We are happy to announce a talk by Daniel Aremu (GU) in the Syntax Colloquium.

The talks will take place in person. Room IG 4.301

Date: December 04, 2023

Time: 4 pm – 6 pm ct

Title: „A tale of two ‘onlys’ in Mabia”


A tale of two ‘onlys’ in Mabia
Earlier studies on the syntax-semantic mapping of the exclusive particle ‘only’ have proposed that while adverbial-only (1) corresponds to the semantic property/meaning of ‘only’, as a proposition operator, adnominal-only (2) poses a problem with respect to the proposition meaning of ‘only’. A proposal for salvaging the problem is to assume that adnominal-only is capable of type-shifting to compose with its DP associate, and then undergoes quantifier-raising to a scope-taking position at LF- the QR Approach (cf. Chomsky 1976, Rooth 1985, 1992, Wagner 2006). However, recent studies have shown that the problem can addressed in a more syntactic way. Thus, Adnominal-only maintains its structural position, while a (c)overt exclusive operator occupies a scope position higher in the clause. In other words, the exclusive interpretation of ‘only’ comes from the higher Op, while the adnominal-only is inert, or might introduce other related meanings in some instances- the Proposition Approach (cf. Bassi, et. al. 2022, Quek & Hirsch 2017, Hirsch 2017, 2019, Sun 2021, Yip t.a., ). This has also been called the bipartite analysis of ‘only’.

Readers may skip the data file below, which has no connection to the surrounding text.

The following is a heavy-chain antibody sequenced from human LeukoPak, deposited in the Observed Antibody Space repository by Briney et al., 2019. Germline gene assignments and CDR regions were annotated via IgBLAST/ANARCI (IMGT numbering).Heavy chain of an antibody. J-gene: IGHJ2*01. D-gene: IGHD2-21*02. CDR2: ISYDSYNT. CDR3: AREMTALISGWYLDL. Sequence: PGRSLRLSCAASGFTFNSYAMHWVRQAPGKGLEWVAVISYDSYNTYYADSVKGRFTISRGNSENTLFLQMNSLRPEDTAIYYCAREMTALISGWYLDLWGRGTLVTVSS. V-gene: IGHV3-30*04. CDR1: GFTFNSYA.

1. [John [only [vP bought [a shoe F]]]]
2. [John [bought [DP only a shoe F]]]
While all the earlier studies are based on prosodic and/or syntactic focus marking languages, as far as I know, morphosyntactic focus marking languages haven’t received much attention, if any. In this talk, first, I present novel data on association with focus from two morphosyntactic focus marking Mabia languages- Kasem and Kusaal- spoken predominantly in Northern Ghana. Secondly, I propose an Agree/concord analysis which supports the Proposition/Bipartite analysis (cf. Bassi, et. al. 2022, Mursell 2021, a. o.). In order to support this proposal, I present both semantic (split-scope) and syntactic (ellipsis, relativized minimality, and locality constraints) evidence. The conclusion is that, although there is a pervasive use of adnominal-only in the languages, there is a structurally higher exclusive operator that is responsible for the exclusive interpretation and scope, which then forms a concord relation with the former.